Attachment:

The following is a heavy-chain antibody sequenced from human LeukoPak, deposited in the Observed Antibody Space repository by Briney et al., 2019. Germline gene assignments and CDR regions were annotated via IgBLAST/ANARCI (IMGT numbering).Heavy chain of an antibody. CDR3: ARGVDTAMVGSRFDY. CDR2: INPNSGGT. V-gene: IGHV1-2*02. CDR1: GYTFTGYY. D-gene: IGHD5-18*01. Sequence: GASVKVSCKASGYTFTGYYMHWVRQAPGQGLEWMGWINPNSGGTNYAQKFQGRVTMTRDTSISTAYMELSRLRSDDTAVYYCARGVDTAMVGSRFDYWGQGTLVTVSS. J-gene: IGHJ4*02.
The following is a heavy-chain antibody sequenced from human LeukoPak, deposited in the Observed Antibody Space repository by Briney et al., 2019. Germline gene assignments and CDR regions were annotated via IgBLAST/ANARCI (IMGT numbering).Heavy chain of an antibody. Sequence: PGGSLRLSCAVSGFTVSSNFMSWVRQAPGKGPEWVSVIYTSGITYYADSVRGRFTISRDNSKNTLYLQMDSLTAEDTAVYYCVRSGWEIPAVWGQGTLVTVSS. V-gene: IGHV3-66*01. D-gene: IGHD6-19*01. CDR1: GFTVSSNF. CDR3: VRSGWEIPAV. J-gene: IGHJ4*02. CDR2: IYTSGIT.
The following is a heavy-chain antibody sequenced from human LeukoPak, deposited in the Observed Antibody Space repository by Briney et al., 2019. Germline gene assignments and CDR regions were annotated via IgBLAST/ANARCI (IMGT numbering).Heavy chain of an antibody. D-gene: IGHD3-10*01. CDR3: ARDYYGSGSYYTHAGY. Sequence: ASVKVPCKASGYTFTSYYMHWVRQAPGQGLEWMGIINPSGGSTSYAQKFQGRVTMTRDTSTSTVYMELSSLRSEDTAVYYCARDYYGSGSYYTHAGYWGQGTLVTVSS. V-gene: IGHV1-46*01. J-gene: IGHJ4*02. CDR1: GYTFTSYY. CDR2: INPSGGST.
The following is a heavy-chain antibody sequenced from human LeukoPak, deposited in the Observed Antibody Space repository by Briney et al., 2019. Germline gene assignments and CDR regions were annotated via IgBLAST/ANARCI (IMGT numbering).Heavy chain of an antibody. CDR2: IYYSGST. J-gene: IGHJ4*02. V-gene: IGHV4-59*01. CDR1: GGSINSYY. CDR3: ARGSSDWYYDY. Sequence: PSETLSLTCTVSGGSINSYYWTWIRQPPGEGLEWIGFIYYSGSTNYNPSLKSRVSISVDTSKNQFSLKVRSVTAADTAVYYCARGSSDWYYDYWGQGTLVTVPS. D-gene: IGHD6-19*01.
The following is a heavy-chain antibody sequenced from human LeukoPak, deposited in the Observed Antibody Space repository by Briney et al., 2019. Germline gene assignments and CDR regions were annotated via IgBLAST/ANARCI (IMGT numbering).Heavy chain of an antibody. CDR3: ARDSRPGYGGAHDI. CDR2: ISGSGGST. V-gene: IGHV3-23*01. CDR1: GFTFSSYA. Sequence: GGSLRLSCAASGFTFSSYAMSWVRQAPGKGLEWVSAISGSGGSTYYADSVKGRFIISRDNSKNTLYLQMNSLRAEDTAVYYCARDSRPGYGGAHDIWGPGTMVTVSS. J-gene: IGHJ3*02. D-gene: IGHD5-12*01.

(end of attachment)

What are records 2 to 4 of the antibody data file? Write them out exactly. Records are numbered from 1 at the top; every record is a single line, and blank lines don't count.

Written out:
The following is a heavy-chain antibody sequenced from human LeukoPak, deposited in the Observed Antibody Space repository by Briney et al., 2019. Germline gene assignments and CDR regions were annotated via IgBLAST/ANARCI (IMGT numbering).Heavy chain of an antibody. Sequence: PGGSLRLSCAVSGFTVSSNFMSWVRQAPGKGPEWVSVIYTSGITYYADSVRGRFTISRDNSKNTLYLQMDSLTAEDTAVYYCVRSGWEIPAVWGQGTLVTVSS. V-gene: IGHV3-66*01. D-gene: IGHD6-19*01. CDR1: GFTVSSNF. CDR3: VRSGWEIPAV. J-gene: IGHJ4*02. CDR2: IYTSGIT.
The following is a heavy-chain antibody sequenced from human LeukoPak, deposited in the Observed Antibody Space repository by Briney et al., 2019. Germline gene assignments and CDR regions were annotated via IgBLAST/ANARCI (IMGT numbering).Heavy chain of an antibody. D-gene: IGHD3-10*01. CDR3: ARDYYGSGSYYTHAGY. Sequence: ASVKVPCKASGYTFTSYYMHWVRQAPGQGLEWMGIINPSGGSTSYAQKFQGRVTMTRDTSTSTVYMELSSLRSEDTAVYYCARDYYGSGSYYTHAGYWGQGTLVTVSS. V-gene: IGHV1-46*01. J-gene: IGHJ4*02. CDR1: GYTFTSYY. CDR2: INPSGGST.
The following is a heavy-chain antibody sequenced from human LeukoPak, deposited in the Observed Antibody Space repository by Briney et al., 2019. Germline gene assignments and CDR regions were annotated via IgBLAST/ANARCI (IMGT numbering).Heavy chain of an antibody. CDR2: IYYSGST. J-gene: IGHJ4*02. V-gene: IGHV4-59*01. CDR1: GGSINSYY. CDR3: ARGSSDWYYDY. Sequence: PSETLSLTCTVSGGSINSYYWTWIRQPPGEGLEWIGFIYYSGSTNYNPSLKSRVSISVDTSKNQFSLKVRSVTAADTAVYYCARGSSDWYYDYWGQGTLVTVPS. D-gene: IGHD6-19*01.